Another Cakravartin Ruler?: Feminist History and the History of Buddhism in Early Medieval China
Northern Wei 北魏 (386–534 CE) Empress Dowager Ling 靈 (d. 529) is commonly regarded as the last independent ruler of her dynasty, which descended into terminal internecine war during her regency. As a ruler, she inherited a deeply divided state. The move of the capital from Pingcheng to Luoyang in 494 created severe economic alienation for the northern peoples who had traditionally supported the rise of the dynasty, just as it made them cultural outsiders to elite politics in the new capital. Although the Empress Dowager exacerbated such geographic and ethnic tensions in her time, what is less known about her is that she also shaped Buddhist modalities of statecraft to legitimate her reign and, seemingly, attempt to manage her difficult empire. In this talk, I will analyze the Empress Dowager’s program of state Buddhism and argue that like her famous contemporary in the South, Emperor Wu 武 (r. 502–549) of the Liang 梁 (502–557), she, too, positioned herself as a universal Buddhist monarch in medieval China. In so doing, I engage the question of how our understanding of Buddhist history changes when we put women into it and I propose a series of new questions, which, based in the study of women, serve to elevate our understanding of the ways in which Buddhism became a dominant social force in early medieval China.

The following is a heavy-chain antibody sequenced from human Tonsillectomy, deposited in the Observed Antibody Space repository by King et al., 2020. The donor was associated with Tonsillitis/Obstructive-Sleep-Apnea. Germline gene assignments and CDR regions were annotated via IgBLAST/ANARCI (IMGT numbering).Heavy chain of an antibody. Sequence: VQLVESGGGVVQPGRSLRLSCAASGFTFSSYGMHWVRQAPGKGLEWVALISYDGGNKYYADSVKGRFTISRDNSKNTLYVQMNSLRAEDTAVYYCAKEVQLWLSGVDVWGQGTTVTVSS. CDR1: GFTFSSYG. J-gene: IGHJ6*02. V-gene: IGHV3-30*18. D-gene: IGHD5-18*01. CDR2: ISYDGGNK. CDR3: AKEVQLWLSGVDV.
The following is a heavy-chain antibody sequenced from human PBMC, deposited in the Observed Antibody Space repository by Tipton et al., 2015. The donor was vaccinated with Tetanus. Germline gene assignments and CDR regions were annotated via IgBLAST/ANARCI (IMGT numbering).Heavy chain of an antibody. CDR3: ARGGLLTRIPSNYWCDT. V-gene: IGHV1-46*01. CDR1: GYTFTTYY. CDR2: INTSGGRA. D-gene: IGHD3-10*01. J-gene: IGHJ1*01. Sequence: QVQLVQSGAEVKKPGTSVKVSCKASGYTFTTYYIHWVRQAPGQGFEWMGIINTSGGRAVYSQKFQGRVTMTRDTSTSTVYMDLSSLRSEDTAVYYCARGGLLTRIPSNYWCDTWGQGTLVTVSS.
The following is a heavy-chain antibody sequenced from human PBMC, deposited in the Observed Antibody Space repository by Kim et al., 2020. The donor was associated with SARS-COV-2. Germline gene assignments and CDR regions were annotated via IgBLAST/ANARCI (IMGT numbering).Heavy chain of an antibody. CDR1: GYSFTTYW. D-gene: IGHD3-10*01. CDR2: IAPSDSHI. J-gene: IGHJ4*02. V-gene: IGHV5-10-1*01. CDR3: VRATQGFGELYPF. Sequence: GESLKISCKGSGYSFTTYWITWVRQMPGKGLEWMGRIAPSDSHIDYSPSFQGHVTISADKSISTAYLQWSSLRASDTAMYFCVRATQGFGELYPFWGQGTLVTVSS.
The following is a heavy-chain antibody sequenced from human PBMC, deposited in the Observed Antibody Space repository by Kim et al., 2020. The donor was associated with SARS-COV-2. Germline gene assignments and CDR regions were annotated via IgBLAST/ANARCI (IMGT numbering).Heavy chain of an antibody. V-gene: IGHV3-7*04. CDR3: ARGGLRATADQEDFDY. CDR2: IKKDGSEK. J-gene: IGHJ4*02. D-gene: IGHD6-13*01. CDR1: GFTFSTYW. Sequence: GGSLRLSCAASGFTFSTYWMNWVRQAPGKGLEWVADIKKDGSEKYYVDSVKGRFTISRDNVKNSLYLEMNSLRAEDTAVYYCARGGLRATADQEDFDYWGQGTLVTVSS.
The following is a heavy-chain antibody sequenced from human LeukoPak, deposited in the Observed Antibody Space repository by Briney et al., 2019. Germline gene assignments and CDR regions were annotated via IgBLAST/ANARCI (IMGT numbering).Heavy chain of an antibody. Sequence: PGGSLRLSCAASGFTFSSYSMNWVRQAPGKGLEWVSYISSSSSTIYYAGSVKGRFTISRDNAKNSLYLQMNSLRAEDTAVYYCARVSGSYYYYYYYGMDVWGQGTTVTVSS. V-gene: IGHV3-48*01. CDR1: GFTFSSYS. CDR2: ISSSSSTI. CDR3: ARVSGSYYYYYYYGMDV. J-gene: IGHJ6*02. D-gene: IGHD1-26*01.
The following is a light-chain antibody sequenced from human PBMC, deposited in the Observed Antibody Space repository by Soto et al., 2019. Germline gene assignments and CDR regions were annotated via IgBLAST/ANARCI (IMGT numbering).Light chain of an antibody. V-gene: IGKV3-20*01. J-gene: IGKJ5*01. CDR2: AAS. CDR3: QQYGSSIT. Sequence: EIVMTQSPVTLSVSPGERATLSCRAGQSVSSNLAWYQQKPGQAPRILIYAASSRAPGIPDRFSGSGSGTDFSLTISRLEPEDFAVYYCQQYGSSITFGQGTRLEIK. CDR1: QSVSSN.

Stephanie Balkwill specializes in Buddhism and early medieval China, with particular interest in the important role women played in the early spread of Buddhism throughout East Asia. She has published extensively on related topics. Her current projects include publications on the political lives of Buddhist women in the Northern Wei dynasty, female-to-male sex transformation narratives in Mahāyāna Buddhism, and a book-length study of Northern Wei Empress Dowager Ling, entitled Numinous Under Heaven: The Rise and Fall of a Female, Buddhist Regent in 6th Century Luoyang.